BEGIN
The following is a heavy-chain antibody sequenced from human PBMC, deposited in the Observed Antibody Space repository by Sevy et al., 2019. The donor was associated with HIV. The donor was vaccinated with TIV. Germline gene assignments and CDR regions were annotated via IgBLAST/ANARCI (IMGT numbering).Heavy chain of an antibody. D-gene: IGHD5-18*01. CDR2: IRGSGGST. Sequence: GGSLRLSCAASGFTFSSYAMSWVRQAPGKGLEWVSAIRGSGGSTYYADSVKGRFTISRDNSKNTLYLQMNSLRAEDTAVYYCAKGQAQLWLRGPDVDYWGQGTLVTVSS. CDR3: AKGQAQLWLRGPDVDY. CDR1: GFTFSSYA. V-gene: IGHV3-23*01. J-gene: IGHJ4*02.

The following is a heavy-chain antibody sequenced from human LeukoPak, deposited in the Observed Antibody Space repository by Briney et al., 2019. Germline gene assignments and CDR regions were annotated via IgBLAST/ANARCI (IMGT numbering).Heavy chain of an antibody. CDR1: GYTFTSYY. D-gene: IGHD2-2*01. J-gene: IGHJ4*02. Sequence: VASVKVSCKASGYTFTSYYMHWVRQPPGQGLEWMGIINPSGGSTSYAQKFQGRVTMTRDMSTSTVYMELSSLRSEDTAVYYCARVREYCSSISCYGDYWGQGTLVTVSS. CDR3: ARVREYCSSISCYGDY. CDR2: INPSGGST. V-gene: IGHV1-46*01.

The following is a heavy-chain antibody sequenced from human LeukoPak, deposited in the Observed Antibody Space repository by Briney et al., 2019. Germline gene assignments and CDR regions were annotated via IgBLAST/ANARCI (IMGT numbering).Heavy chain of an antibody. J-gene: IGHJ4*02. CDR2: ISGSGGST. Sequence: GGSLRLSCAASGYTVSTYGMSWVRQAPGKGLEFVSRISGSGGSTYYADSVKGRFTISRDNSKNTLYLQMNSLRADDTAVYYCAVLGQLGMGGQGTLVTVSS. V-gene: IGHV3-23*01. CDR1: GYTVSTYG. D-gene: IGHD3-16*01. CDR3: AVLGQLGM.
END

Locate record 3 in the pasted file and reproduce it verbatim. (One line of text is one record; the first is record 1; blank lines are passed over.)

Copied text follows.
The following is a heavy-chain antibody sequenced from human LeukoPak, deposited in the Observed Antibody Space repository by Briney et al., 2019. Germline gene assignments and CDR regions were annotated via IgBLAST/ANARCI (IMGT numbering).Heavy chain of an antibody. J-gene: IGHJ4*02. CDR2: ISGSGGST. Sequence: GGSLRLSCAASGYTVSTYGMSWVRQAPGKGLEFVSRISGSGGSTYYADSVKGRFTISRDNSKNTLYLQMNSLRADDTAVYYCAVLGQLGMGGQGTLVTVSS. V-gene: IGHV3-23*01. CDR1: GYTVSTYG. D-gene: IGHD3-16*01. CDR3: AVLGQLGM.